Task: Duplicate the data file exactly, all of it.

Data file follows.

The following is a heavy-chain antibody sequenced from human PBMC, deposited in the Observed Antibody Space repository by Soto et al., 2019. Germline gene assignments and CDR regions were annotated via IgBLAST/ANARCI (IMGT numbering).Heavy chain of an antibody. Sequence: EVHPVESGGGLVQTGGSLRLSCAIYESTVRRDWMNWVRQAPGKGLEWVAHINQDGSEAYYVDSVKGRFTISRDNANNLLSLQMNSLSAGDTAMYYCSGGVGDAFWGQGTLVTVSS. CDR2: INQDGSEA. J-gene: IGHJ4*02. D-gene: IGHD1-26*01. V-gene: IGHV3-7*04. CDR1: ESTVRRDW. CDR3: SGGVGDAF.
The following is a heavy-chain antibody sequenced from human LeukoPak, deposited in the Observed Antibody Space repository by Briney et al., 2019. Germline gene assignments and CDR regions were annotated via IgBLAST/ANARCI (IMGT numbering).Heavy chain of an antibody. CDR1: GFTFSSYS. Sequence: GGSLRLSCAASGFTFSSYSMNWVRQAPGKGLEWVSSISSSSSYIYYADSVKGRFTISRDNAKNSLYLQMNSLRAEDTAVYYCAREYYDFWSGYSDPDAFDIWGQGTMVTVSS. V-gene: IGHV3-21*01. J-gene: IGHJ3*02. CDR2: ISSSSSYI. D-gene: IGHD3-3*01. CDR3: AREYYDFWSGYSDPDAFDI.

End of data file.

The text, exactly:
The following is a heavy-chain antibody sequenced from human PBMC, deposited in the Observed Antibody Space repository by Soto et al., 2019. Germline gene assignments and CDR regions were annotated via IgBLAST/ANARCI (IMGT numbering).Heavy chain of an antibody. Sequence: EVHPVESGGGLVQTGGSLRLSCAIYESTVRRDWMNWVRQAPGKGLEWVAHINQDGSEAYYVDSVKGRFTISRDNANNLLSLQMNSLSAGDTAMYYCSGGVGDAFWGQGTLVTVSS. CDR2: INQDGSEA. J-gene: IGHJ4*02. D-gene: IGHD1-26*01. V-gene: IGHV3-7*04. CDR1: ESTVRRDW. CDR3: SGGVGDAF.
The following is a heavy-chain antibody sequenced from human LeukoPak, deposited in the Observed Antibody Space repository by Briney et al., 2019. Germline gene assignments and CDR regions were annotated via IgBLAST/ANARCI (IMGT numbering).Heavy chain of an antibody. CDR1: GFTFSSYS. Sequence: GGSLRLSCAASGFTFSSYSMNWVRQAPGKGLEWVSSISSSSSYIYYADSVKGRFTISRDNAKNSLYLQMNSLRAEDTAVYYCAREYYDFWSGYSDPDAFDIWGQGTMVTVSS. V-gene: IGHV3-21*01. J-gene: IGHJ3*02. CDR2: ISSSSSYI. D-gene: IGHD3-3*01. CDR3: AREYYDFWSGYSDPDAFDI.